Hiking guide for Sacramento, CA

Check out these hiking trails catered to all skill levels in and around Sacramento, CA for outdoor adventures.

Oak trees stand atop a rolling green hill.

The Lake Natoma Loop Trail provides stunning views.

Photo by @Opus91

Table of Contents

From quick and easy loops around town to drives that take you to fantastic lakes and mountains, our city has so many options to hit the trail. So lace up your hiking boots, because we’ve compiled a hiking guide for the Sacramento area with nine routes and trails to help you plan your next adventure and experience breathtaking views.

Note: While parks and trails may be listed as open, we recommend checking park websites before visiting for further info, current trail conditions, and safest practices for the area.

Key: Easy = 🥾| Moderate = 🥾🥾 | Hard = 🥾🥾🥾

Sacramento

Sacramento Waterfront Trail, Broadway + Marina View Dr

  • Difficulty: 🥾
  • Length: ~8.6 miles
  • Pet friendly: Yes, on leash
  • Wheelchair accessible: No
  • Parking fee: None

Enjoy this river promenade with views of Downtown, Old Sacramento, and the occasional sea lion. We personally love this trail for its great sunsets + the fact you can wander over the Tower Bridge.

Jedidiah Smith Memorial Trail, multiple access points

  • Difficulty: 🥾
  • Length: ~32 miles
  • Pet friendly: Yes, on leash
  • Wheelchair accessible: Portions
  • Parking fee: $6-$24

Whether you start in Discovery Park or in Folsom, this is one of the more breathtaking (and breathtakingly easy) trails to access in the region. There’s also no need to walk the whole thing — jump on and off the paved path whenever you’d like (we personally recommend the stretch near the American River Parkway).

Folsom

Lake Natoma Loop Trail, multiple access points

  • Difficulty: 🥾
  • Length: ~11.5 miles
  • Pet friendly: Yes, on leash
  • Wheelchair accessible: Yes
  • Parking fee: $10

Oak woodlands, relics of Gold Rush history, and wildlife-rich marshes are a-plenty at this paved trail located in the Folsom Lake State Recreation Area. Pro tip: be sure to watch the water as you walk — you might just see a family of river otters.

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We could sit in front of this waterfall all day long.

Photo by @mrtrowbridge

Carmichael

Effie Yeaw Nature Loop Trail, 2850 San Lorenzo Way

  • Difficulty: 🥾
  • Length: ~1.5 miles
  • Pet friendly: No
  • Wheelchair accessible: Yes
  • Parking fee: $5

This brief path — which runs along the American River — is one of the very best places to observe Sacramento’s wildlife, like turkeys, woodpeckers, and deer. Keep an eye out for interpretive signs about the river’s ecosystem + the life of the indigenous Nisenan people who once called the area home.

Auburn

Hidden Falls Trail, 7587 Mears PLace

  • Difficulty: 🥾
  • Length: ~3.3 miles
  • Pet friendly: Yes, on leash
  • Wheelchair accessible: No
  • Parking fee: varies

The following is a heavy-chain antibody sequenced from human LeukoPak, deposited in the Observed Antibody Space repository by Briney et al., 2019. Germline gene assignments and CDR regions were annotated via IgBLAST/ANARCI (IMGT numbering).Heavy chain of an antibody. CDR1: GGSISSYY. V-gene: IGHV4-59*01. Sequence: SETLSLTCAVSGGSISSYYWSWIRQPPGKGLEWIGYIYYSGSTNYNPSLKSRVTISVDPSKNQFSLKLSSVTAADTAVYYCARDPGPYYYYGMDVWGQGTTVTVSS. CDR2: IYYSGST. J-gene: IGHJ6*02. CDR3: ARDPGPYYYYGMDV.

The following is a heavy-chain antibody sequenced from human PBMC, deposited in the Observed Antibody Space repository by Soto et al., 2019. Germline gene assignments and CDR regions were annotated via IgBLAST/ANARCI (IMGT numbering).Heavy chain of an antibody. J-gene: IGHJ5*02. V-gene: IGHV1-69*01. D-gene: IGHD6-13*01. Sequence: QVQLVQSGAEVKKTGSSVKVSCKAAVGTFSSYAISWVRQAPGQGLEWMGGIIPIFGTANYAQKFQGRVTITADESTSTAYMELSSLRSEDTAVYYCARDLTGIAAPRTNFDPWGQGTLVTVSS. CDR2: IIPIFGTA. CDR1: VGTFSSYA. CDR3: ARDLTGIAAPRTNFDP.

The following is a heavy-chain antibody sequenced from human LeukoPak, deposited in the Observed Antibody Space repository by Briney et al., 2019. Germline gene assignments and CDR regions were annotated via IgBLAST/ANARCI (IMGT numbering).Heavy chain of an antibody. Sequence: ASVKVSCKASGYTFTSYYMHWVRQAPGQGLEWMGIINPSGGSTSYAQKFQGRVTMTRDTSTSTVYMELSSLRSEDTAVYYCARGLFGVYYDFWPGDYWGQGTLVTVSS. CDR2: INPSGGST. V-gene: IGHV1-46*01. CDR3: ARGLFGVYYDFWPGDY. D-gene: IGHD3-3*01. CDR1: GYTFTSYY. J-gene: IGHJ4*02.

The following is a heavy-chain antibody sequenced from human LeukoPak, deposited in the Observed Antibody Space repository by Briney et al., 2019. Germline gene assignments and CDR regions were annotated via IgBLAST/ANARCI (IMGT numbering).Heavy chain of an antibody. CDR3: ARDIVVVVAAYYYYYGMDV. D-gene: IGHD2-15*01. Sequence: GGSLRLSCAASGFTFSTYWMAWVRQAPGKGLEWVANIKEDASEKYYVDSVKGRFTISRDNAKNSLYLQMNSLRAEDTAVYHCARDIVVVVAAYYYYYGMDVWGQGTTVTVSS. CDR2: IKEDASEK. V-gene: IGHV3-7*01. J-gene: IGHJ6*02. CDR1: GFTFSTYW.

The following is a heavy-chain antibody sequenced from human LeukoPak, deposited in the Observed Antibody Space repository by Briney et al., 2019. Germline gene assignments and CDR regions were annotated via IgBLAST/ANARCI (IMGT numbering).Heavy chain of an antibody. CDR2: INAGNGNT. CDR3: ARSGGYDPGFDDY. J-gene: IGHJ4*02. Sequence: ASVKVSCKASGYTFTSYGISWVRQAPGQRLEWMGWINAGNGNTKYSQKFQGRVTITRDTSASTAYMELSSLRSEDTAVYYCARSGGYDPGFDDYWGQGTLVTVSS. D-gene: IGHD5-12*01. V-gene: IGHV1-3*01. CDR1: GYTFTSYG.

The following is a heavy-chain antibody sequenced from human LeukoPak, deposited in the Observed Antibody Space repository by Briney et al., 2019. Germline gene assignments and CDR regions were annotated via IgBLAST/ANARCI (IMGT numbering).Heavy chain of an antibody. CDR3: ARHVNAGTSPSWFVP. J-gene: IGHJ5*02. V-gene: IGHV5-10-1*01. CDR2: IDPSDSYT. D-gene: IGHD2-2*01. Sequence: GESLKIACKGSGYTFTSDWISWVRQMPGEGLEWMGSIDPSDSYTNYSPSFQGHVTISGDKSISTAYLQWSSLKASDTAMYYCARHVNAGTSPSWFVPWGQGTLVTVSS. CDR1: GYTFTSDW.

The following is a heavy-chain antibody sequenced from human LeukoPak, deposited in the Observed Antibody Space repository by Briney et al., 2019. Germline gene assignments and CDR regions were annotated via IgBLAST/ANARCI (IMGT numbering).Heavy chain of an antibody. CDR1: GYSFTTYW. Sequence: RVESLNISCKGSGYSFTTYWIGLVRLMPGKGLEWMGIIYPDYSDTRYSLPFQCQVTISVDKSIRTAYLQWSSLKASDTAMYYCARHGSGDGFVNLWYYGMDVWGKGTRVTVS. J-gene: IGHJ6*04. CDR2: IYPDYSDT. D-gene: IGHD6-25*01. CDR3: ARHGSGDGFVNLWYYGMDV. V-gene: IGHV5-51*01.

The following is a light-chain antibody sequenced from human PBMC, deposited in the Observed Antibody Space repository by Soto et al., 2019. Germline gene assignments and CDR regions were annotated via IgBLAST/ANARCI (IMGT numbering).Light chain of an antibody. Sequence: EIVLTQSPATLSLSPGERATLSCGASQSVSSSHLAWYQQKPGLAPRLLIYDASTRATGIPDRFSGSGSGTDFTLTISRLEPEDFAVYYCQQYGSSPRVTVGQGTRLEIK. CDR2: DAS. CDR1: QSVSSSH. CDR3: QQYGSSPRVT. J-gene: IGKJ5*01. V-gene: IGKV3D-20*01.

You can go chasing waterfalls at this popular + straightforward hike in Placer County. With its tranquil sights and sounds, the trail is generally considered perfect for families — just know that reservations are currently required for entry on weekends.

Quarry Road Trail, 150 Highway 193

  • Difficulty: 🥾🥾
  • Length: ~11.2
  • Pet friendly: Yes, on leash
  • Wheelchair accessible: No
  • Parking fee: $10

This wide dirt path chases the majestic Middle Fork of the American River and features sheer limestone rock faces, and passes a cave known for its paleontological excavations. The path is perfect for trail runners or those wanting a moderate hike in the Sierra foothills.

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The Quarry Road Trail stuns with its vistas of the American River.

Photo by @jmb9zw on Instagram

Sloughhouse

Deer Creek Hills Preserve Trails, Scott Rd. + Stonehouse Rd.

  • Difficulty: 🥾
  • Length: Varies by tour
  • Pet friendly: No
  • Wheelchair accessible: No
  • Parking fee: None

Seasonal creeks + wildflowers are true sights to behold at this rolling nature preserve in Sloughhouse, California. Here, you can enjoy self-guided hikes and docent-led tours, like the mushroom meander. Note: No more than 50 people a day are currently permitted at the preserve, so be sure to plan your trip accordingly and fill out the mandatory pre-registration.

Winters

Stebbins Cold Canyon — UC Davis Natural Reserves, 24875 Highway 128

  • Difficulty: 🥾🥾🥾
  • Length: Varies
  • Pet friendly: No
  • Wheelchair accessible: No
  • Parking fee: None

Choose between four beautiful hikes in an inland canyon of the Northern Inner California Coast Ranges. If the nearly 1,200-ft elevation and rocky scramble on the mountain’s ridge sounds like too much, hikers have the option to do a two-mile loop to the Old Homestead site instead Pro tip: if you do make it to the top, be sure to look out and over at the serene Lake Berryessa.

Pilot Hill

Magnolia Ranch Trail, Coloma Rd.

  • Difficulty: 🥾🥾
  • Length: ~2.5 miles
  • Pet friendly: Yes, on leash
  • Wheelchair accessible: No
  • Parking fee: None

Along Highway 49 with access to the American River, this easy-to-moderate looping trail provides scenic views of oak woodlands + rolling hills. Other great treks, like the Cronan Ranch Trailhead, are easy to access from this hike if you decide you want to take in the vistas for just a bit longer.

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